Saving Money on Energy
Tunnel Oven Thermal Insulation Issues – How to Find and Solve
We previously discussed problems which could be easily avoided with your tunnel oven, this post looks more in depth into the problem of inefficient thermal insulation and how you can improve the efficiency of your tunnel oven leading to lower costs and improved working conditions for employees.
How to detect inefficient thermal insulation?
There are many ways in which you can detect if your tunnel oven has inefficient thermal insulation, simply by touching the oven walls or if the working environment feels uncomfortably hot for employees this could be an indication that the oven isn’t efficiently insulated. Other ways to detect inefficient thermal insulation are:-
- An energy audit is an in depth review into how energy efficient your oven is overall. This will involve looking into the efficiency of the thermal insulation.
- Monitoring gas usage over a set period of time and compare to previous figures.
- Recording temperature differences over periods of time. This way you can see if there are variations which would indicate that the insulation of the oven is becoming less effective.
- The effectiveness of the thermal insulation is dependent on the environmental conditions that it is exposed to, for example heat and water will degrade it over a period of time.
- The optimum temperature for the outer panel of the oven wall in our experience should be about 35°C, if it is more than 40°C it is inefficient and if it is over 60°C it is a dangerous working environment
- If the insulation on your oven looks like the image below –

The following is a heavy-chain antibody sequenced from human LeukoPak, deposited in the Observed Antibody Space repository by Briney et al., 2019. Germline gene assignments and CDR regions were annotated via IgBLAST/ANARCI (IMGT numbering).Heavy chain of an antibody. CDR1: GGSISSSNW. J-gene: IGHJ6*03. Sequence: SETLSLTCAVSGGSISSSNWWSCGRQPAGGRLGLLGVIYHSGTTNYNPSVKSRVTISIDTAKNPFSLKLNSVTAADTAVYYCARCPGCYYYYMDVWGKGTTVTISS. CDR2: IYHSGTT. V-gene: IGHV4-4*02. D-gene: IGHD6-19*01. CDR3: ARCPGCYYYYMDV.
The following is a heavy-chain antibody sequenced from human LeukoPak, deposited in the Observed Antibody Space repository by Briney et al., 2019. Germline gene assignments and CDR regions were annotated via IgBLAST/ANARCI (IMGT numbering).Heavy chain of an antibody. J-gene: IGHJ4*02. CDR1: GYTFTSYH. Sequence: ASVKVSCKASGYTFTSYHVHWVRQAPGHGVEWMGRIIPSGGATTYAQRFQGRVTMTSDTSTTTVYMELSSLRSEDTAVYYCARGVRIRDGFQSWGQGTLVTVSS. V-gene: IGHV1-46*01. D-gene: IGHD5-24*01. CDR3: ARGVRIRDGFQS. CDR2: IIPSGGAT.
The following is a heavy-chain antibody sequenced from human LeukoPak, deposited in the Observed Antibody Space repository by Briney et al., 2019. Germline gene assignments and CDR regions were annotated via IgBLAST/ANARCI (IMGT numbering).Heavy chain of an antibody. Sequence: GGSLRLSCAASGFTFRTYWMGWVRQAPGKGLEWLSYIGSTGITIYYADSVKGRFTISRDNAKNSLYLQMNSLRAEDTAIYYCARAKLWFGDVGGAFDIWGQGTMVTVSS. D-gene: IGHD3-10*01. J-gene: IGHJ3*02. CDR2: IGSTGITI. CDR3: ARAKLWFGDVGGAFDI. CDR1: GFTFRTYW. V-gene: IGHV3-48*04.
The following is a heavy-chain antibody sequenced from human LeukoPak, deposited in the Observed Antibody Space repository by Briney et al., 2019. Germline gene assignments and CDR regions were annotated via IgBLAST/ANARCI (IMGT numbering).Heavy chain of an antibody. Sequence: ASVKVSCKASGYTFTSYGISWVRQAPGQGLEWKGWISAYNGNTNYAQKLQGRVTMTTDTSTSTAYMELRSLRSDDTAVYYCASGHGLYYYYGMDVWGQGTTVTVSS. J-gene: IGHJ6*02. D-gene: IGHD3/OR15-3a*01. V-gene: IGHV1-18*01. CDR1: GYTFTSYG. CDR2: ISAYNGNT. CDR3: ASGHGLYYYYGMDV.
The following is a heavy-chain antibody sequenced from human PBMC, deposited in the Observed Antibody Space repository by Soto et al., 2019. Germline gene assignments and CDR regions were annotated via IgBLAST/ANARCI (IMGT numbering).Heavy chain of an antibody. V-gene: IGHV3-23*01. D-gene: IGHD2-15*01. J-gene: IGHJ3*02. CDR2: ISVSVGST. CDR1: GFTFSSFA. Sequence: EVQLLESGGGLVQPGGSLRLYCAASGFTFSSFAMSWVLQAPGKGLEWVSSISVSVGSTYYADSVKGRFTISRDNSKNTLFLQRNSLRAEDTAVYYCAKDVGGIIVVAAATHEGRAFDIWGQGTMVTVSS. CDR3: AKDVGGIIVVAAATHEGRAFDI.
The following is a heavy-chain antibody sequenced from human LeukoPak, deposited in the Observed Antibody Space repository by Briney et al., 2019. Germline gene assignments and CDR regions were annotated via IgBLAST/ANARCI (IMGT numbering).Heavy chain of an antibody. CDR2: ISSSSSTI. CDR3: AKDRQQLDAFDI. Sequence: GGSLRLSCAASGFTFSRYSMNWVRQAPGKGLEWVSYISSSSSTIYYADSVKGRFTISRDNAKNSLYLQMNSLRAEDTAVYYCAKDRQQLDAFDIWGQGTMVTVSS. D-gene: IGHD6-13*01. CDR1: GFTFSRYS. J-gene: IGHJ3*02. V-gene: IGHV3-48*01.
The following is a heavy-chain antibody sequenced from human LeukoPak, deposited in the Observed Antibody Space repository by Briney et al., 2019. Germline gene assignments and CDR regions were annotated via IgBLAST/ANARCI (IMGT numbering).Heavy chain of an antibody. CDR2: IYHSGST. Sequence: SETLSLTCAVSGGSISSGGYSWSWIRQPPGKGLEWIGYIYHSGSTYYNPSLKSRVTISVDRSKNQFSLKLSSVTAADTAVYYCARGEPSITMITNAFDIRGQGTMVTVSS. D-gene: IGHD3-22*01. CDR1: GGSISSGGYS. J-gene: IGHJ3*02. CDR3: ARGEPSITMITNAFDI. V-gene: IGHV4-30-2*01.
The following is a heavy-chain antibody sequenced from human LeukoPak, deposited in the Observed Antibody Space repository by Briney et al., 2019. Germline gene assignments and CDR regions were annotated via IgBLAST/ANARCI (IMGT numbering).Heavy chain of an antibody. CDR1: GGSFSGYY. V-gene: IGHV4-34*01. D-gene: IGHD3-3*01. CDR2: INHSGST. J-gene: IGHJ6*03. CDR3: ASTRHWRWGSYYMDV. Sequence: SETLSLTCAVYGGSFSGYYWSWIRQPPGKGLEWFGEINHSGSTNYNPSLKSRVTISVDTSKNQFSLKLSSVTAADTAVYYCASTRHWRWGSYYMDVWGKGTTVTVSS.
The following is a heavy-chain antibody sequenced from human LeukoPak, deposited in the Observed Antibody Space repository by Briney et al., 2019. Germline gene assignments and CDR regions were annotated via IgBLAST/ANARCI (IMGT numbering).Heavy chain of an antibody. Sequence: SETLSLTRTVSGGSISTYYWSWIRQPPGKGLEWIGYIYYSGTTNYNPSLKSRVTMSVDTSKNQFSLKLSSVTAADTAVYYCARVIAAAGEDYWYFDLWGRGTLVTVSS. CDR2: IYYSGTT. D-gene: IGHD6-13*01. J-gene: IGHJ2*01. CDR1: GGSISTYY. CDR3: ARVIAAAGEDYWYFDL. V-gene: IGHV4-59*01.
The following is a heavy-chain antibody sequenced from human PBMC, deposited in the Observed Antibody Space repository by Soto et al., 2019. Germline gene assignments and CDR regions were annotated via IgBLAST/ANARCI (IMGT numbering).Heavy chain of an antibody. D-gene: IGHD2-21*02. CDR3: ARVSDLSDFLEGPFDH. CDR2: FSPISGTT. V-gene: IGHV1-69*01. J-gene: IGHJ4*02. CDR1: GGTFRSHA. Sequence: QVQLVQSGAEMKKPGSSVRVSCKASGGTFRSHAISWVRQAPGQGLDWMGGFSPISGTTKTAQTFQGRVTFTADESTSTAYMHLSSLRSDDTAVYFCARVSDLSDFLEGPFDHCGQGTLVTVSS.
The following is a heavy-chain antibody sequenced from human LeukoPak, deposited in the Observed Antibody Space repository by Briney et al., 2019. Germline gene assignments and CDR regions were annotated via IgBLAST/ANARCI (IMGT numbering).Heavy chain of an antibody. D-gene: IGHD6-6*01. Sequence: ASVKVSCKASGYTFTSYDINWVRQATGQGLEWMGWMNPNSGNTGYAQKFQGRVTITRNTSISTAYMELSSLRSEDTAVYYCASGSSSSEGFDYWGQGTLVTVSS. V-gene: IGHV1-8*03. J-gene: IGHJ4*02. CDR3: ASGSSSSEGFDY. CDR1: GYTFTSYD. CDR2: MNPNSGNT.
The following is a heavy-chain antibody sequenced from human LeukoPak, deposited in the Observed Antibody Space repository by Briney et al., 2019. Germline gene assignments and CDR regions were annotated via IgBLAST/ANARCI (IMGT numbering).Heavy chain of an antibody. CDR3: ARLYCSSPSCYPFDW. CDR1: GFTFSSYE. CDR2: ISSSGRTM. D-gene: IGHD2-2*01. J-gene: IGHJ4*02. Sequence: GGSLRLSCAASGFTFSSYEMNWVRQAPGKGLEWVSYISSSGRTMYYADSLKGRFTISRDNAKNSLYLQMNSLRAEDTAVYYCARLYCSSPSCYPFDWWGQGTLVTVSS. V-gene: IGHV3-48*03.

What type of insulation is available?
Mineral (Stone) Wool Insulation – made from volcanic rock which is heated to about 1500°C causing it to melt, the liquid volcanic rock is spun at high speeds to produce rock fibres which are then bound together with a resin and small amounts of oil, creating the mineral wool.
Glass Wool Insulation – made by heating glass and sand to about 1500°C causing the mixture to melt. This is then spun at high speed to form fibres, which are then stuck together using a resin binder, creating a thick web of fibres that is highly flexible and resembles sheep’s wool. It is recommended that glass wool insulation is laid to a thickness of 270mm to maximise its insulating properties.
|Mineral Wool Insulation||Glass Wool Insulation|
|Made by heating volcanic rock||Made by heating glass and sand|
|Excellent Thermal Insulation||Good insulating properties|
|Superior fire resistance compared to Glass Wool||Resistant to fire|
|4 times denser than glass wool||During manufacture 70-80% of glass wool is produced from recycled glass|
|Short Fibre Length||Long fibre length|
|High pressure resistance||Lower pressure resistance than Rockwool|
|Cheapest of all insulation products|
How can you replace the insulation on your tunnel oven?
You can replace the insulation on the oven yourself; this can be the most cost effective way with regards to direct cost. We have created a DIY Guide for replacing tunnel oven thermal insulation.
The supplier of your oven should be able to help you replace the insulation.
SpoonerPlus’ experienced engineers can do the job for you quickly and efficiently saving you money in the long term by reducing down time. This example illustrates our approach and savings when solving tunnel oven insulation issues.
Don’t just concentrate on the largest part of the tunnel oven – the walls – a lot of heat can also be lost from the terminal ends. It is common for the insulation in the terminal ends to fail if disturbed and as this is not always visible can be overlooked but over time becomes an unnecessary cost to running your oven. Spooner Industries have developed their ovens to have integrated terminal ends which help improve the oven’s overall efficiency.
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